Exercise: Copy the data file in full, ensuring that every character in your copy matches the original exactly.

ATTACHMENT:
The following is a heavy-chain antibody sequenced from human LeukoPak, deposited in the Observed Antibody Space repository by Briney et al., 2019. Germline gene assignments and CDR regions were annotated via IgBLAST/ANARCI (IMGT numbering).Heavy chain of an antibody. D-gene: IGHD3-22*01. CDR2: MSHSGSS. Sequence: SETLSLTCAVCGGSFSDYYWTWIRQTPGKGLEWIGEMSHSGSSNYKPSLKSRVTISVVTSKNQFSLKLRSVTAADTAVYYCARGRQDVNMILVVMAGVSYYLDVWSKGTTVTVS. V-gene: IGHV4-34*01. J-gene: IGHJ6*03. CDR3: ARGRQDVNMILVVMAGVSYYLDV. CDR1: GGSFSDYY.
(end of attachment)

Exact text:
The following is a heavy-chain antibody sequenced from human LeukoPak, deposited in the Observed Antibody Space repository by Briney et al., 2019. Germline gene assignments and CDR regions were annotated via IgBLAST/ANARCI (IMGT numbering).Heavy chain of an antibody. D-gene: IGHD3-22*01. CDR2: MSHSGSS. Sequence: SETLSLTCAVCGGSFSDYYWTWIRQTPGKGLEWIGEMSHSGSSNYKPSLKSRVTISVVTSKNQFSLKLRSVTAADTAVYYCARGRQDVNMILVVMAGVSYYLDVWSKGTTVTVS. V-gene: IGHV4-34*01. J-gene: IGHJ6*03. CDR3: ARGRQDVNMILVVMAGVSYYLDV. CDR1: GGSFSDYY.